Megan Jane Popescu
It is estimated that over 250,000 websites are created daily. Add this up over days, weeks, months or even years and you have an enormous amount of data circling the internet.
In light of the digital expansion and with it an increase in cyber-crime, discussing the topic can be difficult. When businesses hear “cyber security” anxiety often follows. Some try to evade the topic, believing their IT department or website manager handles it all. Generally, an IT department focuses on network maintenance and infrastructure while a website manager (typically the person who designed your website) will take care of the maintenance side, such as keeping it up to date and online. However, cyber security is a field of its own and isn’t usually covered by IT or website managers.
Small Business Statistics
Government cyber statistics reveal that in 2023, 22% of small and micro businesses had fallen victim to cyber-attacks. Of these attacks, 89% were phishing attacks. This is where a user receives a malicious email, tricking them into clicking harmful links. The cost of an attack to small and micro businesses averages around £10,000.
Budget Constraints and Cyber Vulnerability
One of the challenges, especially for micro businesses, lies in finances. Micro to small businesses usually lack the budget for comprehensive cybersecurity services, leaving them particularly vulnerable. Incorporating security measures and staff training on a tight budget can typically cost thousands, which poses a significant stumbling block.
Safeguarding Against Phishing
The most common attack being phishing, the simplest measure, so as to not fall victim, is to implement robust email security solutions such as SPF, DKIM and DMARC records. These are security measures that prevent an attacker impersonating someone you know such as another director or colleague. It’s also important to remain cautious of emails coming from unknown individuals asking you to click links that will request further information or emails that request information with an urgent tone.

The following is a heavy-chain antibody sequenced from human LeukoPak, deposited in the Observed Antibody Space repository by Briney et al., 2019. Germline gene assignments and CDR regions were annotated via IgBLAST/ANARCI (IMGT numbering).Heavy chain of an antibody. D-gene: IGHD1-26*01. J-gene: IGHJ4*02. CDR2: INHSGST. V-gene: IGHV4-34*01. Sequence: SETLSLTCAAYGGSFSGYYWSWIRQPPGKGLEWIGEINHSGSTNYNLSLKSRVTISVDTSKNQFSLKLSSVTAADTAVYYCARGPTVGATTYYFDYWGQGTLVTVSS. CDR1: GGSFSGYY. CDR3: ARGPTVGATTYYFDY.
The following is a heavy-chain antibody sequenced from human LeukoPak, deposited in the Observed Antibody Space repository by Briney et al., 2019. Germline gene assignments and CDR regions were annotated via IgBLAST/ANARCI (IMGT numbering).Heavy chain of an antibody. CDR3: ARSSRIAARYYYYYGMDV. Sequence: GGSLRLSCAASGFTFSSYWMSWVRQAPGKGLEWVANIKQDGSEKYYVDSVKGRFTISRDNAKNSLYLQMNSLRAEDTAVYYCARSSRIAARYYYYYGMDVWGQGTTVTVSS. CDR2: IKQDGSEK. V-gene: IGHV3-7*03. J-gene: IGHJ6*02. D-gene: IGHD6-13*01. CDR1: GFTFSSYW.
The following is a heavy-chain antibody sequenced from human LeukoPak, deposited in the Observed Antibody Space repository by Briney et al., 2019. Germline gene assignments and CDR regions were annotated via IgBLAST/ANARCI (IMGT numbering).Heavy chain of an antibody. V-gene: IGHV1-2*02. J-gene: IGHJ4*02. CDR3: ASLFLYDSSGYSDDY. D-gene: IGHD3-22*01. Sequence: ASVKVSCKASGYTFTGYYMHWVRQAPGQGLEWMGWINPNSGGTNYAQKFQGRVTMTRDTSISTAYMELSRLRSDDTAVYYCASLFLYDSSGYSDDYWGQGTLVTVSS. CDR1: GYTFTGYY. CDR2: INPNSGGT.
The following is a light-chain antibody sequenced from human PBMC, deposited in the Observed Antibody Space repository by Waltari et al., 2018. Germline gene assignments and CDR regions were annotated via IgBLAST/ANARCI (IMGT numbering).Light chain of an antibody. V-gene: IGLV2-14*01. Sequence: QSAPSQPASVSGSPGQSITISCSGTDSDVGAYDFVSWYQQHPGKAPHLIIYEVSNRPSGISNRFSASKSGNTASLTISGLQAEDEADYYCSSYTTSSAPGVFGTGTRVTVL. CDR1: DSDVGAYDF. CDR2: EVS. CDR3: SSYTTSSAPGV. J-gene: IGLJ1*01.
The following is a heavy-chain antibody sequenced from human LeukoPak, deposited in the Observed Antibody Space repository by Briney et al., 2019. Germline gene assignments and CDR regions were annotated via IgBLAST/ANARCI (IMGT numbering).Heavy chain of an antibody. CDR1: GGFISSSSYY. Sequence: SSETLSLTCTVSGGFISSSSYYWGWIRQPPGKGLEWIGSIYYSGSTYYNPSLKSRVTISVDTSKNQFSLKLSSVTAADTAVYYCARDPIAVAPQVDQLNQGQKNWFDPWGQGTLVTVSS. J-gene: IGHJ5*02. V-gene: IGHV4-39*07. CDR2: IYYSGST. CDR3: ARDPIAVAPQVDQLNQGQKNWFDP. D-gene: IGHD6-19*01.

Another important measure is the use of strong passwords and the use of a password manager to store them securely. Avoid using easily obtainable personal information, such as birth dates, pet names, or a mix of your business name and current year, and ensure your password combines complexity and length. This can sometimes seem impractical if it’s a password that is used often, so try a password phrase instead, using several random words together.
Two-Factor Authentication (2FA)
Two-factor authentication (2FA), though sometimes inconvenient, stands as one of the best free security features available. When signing into an account, 2FA prompts authorisation via a message on a mobile or another device. It’s offered by most online platforms and should be utilised by employees as well.
Integrating Best Security Practices
If you have a website or you’re looking to have one, ensure your website management team is up-to-date with security best practices. Don’t be afraid to ask questions and also question any additional functionality that is added to your website as this is where some of the worst vulnerabilities lie. Always ensure data backup for disaster recovery, implement web-application firewalls and antivirus software.
Leveraging NCSC for Cyber Education
Staff training programs significantly enhance awareness. Finding a company that offers security awareness training to staff is indispensable. If there is no budget, then an excellent option is visiting The National Cyber Security Centre (NCSC). They offer various free resources that businesses can utilise for this purpose.
Embracing Cybersecurity for Business Credibility
The importance of cyber security cannot be overstated. Even small measures make a significant difference in protecting against cyber threats. Showing the public and potential clients that you take cyber security and data seriously, adds credibility and trust to your business.